Managing Director & Partner
The transition to low-carbon energy has the potential to create massive economic opportunities and benefit individuals and communities across the globe. It could create 30 million jobs in clean tech sectors, eliminating millions of premature deaths each year caused by air pollution and delivering energy to nearly 800 million people who live without electricity. But if not managed properly, the energy transition could also bring high costs and inequities, often for the world’s most vulnerable populations.
We are in the grip of a complex energy trilemma—the need for a secure and reliable energy supply at an affordable cost with minimal environmental and socioeconomic repercussions—and it requires leaders to make difficult tradeoffs. The transition to a green economy will impact the livelihoods of at-risk communities and millions of people working in carbon-intensive industries. It is imperative that we adopt a human-centered approach so that no one is left behind.
No single actor can achieve a just energy transition. All stakeholders must cooperate to secure the future of workers and at-risk communities. In this article, we’ll highlight the challenges of achieving a just energy transition and offer several no-regret moves that companies, governments and regulators, investors and development finance institutions (DFIs), and NGOs and partnerships can make to protect those affected, maximize positive socioeconomic outcomes, and ensure that the costs and benefits are fairly distributed.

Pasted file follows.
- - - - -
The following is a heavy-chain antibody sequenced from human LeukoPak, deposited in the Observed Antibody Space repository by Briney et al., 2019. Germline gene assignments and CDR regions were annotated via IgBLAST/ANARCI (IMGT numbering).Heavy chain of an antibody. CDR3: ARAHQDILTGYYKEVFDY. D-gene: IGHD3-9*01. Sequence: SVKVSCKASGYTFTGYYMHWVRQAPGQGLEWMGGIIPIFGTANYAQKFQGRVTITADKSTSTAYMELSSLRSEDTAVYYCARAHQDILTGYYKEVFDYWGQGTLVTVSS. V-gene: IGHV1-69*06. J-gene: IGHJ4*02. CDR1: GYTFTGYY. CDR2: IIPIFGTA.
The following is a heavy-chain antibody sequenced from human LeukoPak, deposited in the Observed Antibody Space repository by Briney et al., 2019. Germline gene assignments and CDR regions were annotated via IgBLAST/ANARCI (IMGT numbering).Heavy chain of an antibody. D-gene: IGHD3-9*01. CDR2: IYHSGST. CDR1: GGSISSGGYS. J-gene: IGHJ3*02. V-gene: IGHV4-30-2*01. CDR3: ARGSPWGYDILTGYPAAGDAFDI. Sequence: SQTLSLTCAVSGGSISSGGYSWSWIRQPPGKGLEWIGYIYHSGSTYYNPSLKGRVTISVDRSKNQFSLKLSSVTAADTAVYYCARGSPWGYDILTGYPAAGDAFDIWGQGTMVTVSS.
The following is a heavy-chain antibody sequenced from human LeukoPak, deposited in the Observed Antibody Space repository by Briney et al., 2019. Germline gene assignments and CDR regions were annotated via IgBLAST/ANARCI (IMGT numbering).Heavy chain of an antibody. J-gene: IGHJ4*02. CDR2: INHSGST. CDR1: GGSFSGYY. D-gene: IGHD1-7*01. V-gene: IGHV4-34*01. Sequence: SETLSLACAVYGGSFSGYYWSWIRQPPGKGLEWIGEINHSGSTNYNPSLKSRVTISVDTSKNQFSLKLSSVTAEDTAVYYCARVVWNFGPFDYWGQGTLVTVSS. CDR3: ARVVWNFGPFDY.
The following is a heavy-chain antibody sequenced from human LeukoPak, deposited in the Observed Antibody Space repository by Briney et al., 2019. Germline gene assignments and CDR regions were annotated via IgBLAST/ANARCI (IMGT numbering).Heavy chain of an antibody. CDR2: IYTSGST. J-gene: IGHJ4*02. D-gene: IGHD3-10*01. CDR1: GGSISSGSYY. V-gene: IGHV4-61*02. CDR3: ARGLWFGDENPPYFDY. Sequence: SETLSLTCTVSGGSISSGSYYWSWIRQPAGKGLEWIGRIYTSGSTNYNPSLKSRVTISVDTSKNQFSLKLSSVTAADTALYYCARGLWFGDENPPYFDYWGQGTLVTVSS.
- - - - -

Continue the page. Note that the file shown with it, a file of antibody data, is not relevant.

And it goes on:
When leaders embark on a just energy transition, they are forced to reconcile a complex array of issues, including job losses, rising energy costs, availability of financing, and equal access to green energy. Here are some of the key obstacles that must be addressed:
Despite these challenges, leaders have an opportunity to build a sustainable, low-carbon, job-rich path to net zero without leaving anyone behind. Advancing just energy transition goals requires close collaboration across a complex ecosystem of actors. (See the exhibit.)
Here are some no-regret actions stakeholders can take to accelerate a fair and just energy transition.
Organizations have a crucial role to play in protecting the workforce, responsibly retiring carbon assets, catalyzing climate finance, and taking a leadership role in driving a just energy transition. Some important things they can do include the following:
Governments and regulators have an important role to play in a just transition. Actions they can take include the following:
Investors can embed just transition principles into investment criteria and lead the way to scale up climate financing, while national and international DFIs—including multilateral development banks—can help address inequities in global climate finance. More specifically, these players can do the following:
NGOs, development organizations, research institutes, and coalitions can do a lot to foster just transitions. Some examples include the following:
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